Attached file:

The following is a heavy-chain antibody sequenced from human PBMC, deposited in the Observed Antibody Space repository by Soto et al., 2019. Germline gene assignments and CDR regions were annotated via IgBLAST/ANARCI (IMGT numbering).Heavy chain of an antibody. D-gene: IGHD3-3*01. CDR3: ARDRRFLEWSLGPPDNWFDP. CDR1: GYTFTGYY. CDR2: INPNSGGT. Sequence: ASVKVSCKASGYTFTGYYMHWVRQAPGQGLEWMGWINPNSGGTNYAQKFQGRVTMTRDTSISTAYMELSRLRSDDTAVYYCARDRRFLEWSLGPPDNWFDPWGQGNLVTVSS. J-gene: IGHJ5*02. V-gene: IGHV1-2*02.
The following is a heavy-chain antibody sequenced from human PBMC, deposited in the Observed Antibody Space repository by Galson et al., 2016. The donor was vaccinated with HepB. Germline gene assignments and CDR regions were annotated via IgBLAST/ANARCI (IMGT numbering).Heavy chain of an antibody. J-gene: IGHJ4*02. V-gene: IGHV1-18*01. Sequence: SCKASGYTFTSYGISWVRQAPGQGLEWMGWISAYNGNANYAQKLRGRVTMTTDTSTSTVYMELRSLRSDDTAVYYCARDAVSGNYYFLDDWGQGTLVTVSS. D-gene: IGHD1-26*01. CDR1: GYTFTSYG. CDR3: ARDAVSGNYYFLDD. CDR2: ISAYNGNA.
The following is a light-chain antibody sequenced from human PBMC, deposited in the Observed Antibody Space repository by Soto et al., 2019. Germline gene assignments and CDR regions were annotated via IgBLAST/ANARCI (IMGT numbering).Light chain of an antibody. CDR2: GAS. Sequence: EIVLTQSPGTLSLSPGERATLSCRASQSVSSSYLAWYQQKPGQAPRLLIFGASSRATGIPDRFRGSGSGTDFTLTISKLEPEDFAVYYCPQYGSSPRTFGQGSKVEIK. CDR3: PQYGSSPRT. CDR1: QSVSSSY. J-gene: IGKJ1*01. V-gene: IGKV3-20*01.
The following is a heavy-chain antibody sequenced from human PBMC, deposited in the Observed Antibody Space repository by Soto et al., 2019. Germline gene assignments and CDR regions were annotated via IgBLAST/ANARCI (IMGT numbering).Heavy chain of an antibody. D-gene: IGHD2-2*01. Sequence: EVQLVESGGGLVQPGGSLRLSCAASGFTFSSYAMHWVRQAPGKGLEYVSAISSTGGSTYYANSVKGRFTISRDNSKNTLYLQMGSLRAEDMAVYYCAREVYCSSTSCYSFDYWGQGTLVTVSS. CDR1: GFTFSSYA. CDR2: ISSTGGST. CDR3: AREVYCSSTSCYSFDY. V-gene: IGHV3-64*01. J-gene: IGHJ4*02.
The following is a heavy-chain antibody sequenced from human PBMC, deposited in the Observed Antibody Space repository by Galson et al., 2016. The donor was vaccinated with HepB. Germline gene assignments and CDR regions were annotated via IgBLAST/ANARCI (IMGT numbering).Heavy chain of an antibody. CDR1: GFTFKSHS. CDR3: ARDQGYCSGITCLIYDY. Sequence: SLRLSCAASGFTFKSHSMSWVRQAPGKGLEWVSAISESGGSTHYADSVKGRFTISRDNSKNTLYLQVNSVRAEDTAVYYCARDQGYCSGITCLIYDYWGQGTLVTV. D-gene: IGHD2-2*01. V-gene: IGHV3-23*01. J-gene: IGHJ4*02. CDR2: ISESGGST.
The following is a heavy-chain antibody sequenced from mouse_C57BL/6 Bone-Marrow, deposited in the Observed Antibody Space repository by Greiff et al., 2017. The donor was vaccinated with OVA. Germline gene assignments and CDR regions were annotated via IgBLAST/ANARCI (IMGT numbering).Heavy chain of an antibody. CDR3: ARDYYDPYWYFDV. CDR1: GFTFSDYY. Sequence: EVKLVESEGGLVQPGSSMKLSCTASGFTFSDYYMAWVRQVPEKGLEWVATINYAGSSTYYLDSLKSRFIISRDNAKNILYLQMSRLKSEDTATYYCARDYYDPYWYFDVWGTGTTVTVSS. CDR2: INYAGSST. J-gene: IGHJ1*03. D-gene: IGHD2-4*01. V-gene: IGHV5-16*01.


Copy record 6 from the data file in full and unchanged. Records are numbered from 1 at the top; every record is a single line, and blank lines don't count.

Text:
The following is a heavy-chain antibody sequenced from mouse_C57BL/6 Bone-Marrow, deposited in the Observed Antibody Space repository by Greiff et al., 2017. The donor was vaccinated with OVA. Germline gene assignments and CDR regions were annotated via IgBLAST/ANARCI (IMGT numbering).Heavy chain of an antibody. CDR3: ARDYYDPYWYFDV. CDR1: GFTFSDYY. Sequence: EVKLVESEGGLVQPGSSMKLSCTASGFTFSDYYMAWVRQVPEKGLEWVATINYAGSSTYYLDSLKSRFIISRDNAKNILYLQMSRLKSEDTATYYCARDYYDPYWYFDVWGTGTTVTVSS. CDR2: INYAGSST. J-gene: IGHJ1*03. D-gene: IGHD2-4*01. V-gene: IGHV5-16*01.